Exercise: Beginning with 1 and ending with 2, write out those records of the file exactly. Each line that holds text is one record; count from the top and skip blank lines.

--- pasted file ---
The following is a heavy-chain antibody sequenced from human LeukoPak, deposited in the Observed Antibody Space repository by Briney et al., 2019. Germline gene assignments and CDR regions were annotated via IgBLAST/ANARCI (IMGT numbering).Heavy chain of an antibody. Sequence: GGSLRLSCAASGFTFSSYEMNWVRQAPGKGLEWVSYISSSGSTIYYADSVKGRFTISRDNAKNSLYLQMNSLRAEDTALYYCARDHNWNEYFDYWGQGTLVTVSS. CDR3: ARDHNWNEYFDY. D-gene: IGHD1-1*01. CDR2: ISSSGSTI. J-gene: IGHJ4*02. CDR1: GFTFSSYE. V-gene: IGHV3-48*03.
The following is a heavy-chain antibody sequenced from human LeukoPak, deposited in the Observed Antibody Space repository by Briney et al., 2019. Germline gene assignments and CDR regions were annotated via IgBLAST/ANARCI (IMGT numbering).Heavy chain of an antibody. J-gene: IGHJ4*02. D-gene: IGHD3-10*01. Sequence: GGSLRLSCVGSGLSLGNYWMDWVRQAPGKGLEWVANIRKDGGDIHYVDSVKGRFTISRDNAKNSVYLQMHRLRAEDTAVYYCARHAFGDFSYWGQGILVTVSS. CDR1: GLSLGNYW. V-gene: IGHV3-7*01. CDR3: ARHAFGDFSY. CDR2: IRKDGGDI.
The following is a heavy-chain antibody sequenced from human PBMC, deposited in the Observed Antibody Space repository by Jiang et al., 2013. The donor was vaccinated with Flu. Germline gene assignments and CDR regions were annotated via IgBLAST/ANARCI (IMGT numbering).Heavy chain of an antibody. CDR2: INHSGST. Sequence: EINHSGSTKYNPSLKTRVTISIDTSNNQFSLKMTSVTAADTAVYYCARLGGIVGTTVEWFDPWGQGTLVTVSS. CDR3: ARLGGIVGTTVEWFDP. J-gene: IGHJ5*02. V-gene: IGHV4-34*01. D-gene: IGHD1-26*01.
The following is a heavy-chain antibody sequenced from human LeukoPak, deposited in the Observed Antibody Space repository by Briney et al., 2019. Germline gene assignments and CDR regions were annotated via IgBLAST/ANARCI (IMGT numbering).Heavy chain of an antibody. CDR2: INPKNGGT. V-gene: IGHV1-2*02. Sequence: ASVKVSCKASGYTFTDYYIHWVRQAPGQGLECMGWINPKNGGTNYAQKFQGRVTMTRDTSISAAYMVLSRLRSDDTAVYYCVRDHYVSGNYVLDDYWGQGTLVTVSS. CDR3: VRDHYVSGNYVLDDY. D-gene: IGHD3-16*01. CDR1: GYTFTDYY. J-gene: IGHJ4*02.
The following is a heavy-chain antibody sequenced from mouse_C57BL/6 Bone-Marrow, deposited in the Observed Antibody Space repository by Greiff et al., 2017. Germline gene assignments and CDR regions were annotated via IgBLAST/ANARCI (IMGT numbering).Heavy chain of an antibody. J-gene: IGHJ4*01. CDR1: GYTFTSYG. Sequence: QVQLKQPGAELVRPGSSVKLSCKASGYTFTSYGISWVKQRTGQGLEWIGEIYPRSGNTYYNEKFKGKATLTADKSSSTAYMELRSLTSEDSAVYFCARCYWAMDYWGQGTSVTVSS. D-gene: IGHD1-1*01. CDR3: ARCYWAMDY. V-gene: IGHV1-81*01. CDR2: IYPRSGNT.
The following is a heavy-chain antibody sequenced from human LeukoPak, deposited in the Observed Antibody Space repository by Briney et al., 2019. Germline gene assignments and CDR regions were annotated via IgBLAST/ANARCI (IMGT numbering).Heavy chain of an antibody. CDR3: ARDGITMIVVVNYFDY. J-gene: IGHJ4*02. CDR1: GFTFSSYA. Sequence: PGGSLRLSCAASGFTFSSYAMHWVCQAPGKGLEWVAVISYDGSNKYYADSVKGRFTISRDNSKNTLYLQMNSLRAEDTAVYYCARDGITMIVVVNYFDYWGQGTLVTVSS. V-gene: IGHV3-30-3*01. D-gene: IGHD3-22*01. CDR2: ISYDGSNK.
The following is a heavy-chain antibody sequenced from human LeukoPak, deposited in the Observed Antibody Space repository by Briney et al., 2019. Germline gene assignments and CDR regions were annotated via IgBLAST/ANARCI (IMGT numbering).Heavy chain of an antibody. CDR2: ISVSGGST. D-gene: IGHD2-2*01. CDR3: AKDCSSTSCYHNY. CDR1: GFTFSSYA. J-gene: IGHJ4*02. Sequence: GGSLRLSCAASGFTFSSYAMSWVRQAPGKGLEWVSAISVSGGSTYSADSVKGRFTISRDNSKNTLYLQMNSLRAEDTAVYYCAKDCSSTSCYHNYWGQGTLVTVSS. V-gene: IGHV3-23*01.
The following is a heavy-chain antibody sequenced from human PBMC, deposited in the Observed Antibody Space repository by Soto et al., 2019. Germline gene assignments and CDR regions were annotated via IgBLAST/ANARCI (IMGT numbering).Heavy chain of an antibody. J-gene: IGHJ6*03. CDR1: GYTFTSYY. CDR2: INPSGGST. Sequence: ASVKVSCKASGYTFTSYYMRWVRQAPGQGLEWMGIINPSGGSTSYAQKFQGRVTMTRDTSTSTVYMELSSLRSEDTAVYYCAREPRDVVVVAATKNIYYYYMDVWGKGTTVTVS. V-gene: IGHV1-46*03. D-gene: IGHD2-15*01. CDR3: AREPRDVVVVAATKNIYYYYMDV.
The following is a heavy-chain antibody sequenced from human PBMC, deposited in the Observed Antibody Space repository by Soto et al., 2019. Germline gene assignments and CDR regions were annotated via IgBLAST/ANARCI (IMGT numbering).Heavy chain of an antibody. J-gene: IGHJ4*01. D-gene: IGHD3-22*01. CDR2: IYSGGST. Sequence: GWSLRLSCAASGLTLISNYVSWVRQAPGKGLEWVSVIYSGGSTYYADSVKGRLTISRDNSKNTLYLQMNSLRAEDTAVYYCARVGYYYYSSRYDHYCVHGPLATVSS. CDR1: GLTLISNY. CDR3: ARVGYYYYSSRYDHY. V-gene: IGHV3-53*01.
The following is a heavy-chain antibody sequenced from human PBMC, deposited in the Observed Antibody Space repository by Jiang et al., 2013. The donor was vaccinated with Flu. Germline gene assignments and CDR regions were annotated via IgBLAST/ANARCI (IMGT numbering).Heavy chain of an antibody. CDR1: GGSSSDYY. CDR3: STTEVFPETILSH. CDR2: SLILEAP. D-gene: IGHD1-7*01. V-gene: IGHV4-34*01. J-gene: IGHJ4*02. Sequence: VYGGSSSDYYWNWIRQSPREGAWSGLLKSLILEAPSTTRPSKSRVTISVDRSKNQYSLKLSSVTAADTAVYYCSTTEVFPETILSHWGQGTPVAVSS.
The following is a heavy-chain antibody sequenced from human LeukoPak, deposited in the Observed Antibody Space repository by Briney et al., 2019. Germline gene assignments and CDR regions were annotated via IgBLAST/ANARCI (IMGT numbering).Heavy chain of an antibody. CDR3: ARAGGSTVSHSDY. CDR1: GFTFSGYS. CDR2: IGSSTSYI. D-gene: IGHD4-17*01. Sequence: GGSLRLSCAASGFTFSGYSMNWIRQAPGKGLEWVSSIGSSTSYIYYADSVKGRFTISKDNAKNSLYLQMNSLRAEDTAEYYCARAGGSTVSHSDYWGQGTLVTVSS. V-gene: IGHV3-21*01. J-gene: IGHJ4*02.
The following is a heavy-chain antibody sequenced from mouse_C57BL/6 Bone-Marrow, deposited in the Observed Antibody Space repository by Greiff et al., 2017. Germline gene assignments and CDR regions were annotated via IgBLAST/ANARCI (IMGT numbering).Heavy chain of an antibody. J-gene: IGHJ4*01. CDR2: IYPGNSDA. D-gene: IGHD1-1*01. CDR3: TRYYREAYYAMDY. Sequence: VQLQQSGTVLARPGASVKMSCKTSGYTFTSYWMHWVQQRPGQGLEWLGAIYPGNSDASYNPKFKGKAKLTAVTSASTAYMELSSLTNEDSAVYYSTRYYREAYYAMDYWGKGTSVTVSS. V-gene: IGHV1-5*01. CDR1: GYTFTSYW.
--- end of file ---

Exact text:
The following is a heavy-chain antibody sequenced from human LeukoPak, deposited in the Observed Antibody Space repository by Briney et al., 2019. Germline gene assignments and CDR regions were annotated via IgBLAST/ANARCI (IMGT numbering).Heavy chain of an antibody. Sequence: GGSLRLSCAASGFTFSSYEMNWVRQAPGKGLEWVSYISSSGSTIYYADSVKGRFTISRDNAKNSLYLQMNSLRAEDTALYYCARDHNWNEYFDYWGQGTLVTVSS. CDR3: ARDHNWNEYFDY. D-gene: IGHD1-1*01. CDR2: ISSSGSTI. J-gene: IGHJ4*02. CDR1: GFTFSSYE. V-gene: IGHV3-48*03.
The following is a heavy-chain antibody sequenced from human LeukoPak, deposited in the Observed Antibody Space repository by Briney et al., 2019. Germline gene assignments and CDR regions were annotated via IgBLAST/ANARCI (IMGT numbering).Heavy chain of an antibody. J-gene: IGHJ4*02. D-gene: IGHD3-10*01. Sequence: GGSLRLSCVGSGLSLGNYWMDWVRQAPGKGLEWVANIRKDGGDIHYVDSVKGRFTISRDNAKNSVYLQMHRLRAEDTAVYYCARHAFGDFSYWGQGILVTVSS. CDR1: GLSLGNYW. V-gene: IGHV3-7*01. CDR3: ARHAFGDFSY. CDR2: IRKDGGDI.